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'60-65% of the run has come over the falls already': ODFW predicting good salmon season

A local fisherman with On the River Guides holding a salmon on his boat (Chad Wiest)
A local fisherman with On the River Guides holding a salmon on his boat (Chad Wiest)
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EUGENE, Ore. - It's finally summer in western Oregon, and if you're getting ready to cast your lines for salmon, you're in luck. This spring's late rain kept local reservoirs full, cool, and full of fish.

"We expect the pre-spawning mortality rate to be quite a bit lower than we saw last year," said Jeff Ziller, Upper Willamette District fish biologist for the Oregon Department of Fish and Wildlife.

That late season rain is coming in handy from the rivers to the coast.

"Up until recently, we basically had winter flows all the way until June this year, which is pretty unusual," Chad Wiest with On the Line Guide Service said.

This comes after multiple bad years for fishermen, and the heat causing major problems for the fish.

"We had what was called the warm water blob, " Wiest said. "3, 4, 5 years ago, those conditions were tough for our babies, and we're kind of dealing with those returns now. The Coho are smaller and their life cycle is shorter, so they rebound quicker. They're normally 2-3 year old fish. chinook are 3-5 year old fish, so the Coho rebound quicker and we're seeing that already but the Chinook are kind of lagging."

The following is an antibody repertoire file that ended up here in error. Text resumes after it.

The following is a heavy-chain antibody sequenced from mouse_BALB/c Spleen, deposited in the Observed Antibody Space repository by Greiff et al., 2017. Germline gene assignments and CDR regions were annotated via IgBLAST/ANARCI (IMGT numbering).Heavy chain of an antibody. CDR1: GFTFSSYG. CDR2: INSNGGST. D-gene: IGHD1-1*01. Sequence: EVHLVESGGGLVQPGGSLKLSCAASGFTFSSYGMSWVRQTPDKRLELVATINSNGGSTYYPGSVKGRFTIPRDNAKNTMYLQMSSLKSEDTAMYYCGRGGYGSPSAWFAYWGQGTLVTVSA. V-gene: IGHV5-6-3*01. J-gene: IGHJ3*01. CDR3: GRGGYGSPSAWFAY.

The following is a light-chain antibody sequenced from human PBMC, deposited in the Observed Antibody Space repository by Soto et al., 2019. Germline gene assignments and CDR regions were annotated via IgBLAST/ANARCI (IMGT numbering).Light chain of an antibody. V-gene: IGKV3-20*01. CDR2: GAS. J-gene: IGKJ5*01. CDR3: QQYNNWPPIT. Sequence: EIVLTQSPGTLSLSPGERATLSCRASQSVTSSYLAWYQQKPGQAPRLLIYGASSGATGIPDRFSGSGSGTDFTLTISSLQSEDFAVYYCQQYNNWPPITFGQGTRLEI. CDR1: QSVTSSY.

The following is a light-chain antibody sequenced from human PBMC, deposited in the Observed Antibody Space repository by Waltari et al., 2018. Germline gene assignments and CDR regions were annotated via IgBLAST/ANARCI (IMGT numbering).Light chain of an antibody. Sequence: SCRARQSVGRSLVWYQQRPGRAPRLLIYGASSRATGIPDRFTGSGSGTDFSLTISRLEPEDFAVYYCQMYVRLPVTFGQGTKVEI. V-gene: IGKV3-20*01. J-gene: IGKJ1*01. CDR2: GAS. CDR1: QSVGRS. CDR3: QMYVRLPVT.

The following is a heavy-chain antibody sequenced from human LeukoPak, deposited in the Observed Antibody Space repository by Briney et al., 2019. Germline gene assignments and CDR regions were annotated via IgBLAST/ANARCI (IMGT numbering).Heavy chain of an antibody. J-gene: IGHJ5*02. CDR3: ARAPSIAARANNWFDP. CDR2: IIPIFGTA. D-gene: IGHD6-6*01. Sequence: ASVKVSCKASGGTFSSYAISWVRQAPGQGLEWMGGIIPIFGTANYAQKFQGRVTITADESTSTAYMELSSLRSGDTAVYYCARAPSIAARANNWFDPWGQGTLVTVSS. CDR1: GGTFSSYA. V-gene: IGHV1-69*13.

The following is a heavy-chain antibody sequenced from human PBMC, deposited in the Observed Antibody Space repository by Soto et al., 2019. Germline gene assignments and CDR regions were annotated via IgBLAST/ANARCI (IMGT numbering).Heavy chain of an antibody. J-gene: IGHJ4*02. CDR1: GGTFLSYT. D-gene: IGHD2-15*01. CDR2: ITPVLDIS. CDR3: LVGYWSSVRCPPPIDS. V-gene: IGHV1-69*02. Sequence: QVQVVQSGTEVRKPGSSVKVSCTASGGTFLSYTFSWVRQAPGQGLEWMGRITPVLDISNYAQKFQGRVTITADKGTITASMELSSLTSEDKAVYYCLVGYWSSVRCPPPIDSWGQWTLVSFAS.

"We had a really low water year last year and water temperatures were in the mid-70s about right now in the main stem Willamette," Ziller said. "The virulence of the diseases gets much higher [in those warmer temperatures] and causes a higher mortality in the salmon."

ODFW said those fish are now on the rebound.

Ziller said, "We are seeing somewhere probably 60-65% of the run has come over the falls already with more to come."

If you're baiting your lines on the rivers, local guides say it's hard to predict where you can find the fish.

"It's kind of a mystery where those spring chinook go and where they feed," Wiest said.

And if you aren't having luck there, try the coast.

"It's pretty normal for people to catch a fish or catch their limit," Wiest said. "The returns expected are very high like last year and it should be an exceptional ocean salmon season this year."

For the first year in 30 years, Siuslaw and Coquille are closed for chinook fishing, and Coos River is under strict restrictions on how many fish you can catch. For more information, visit ODFW's Fishing Report.

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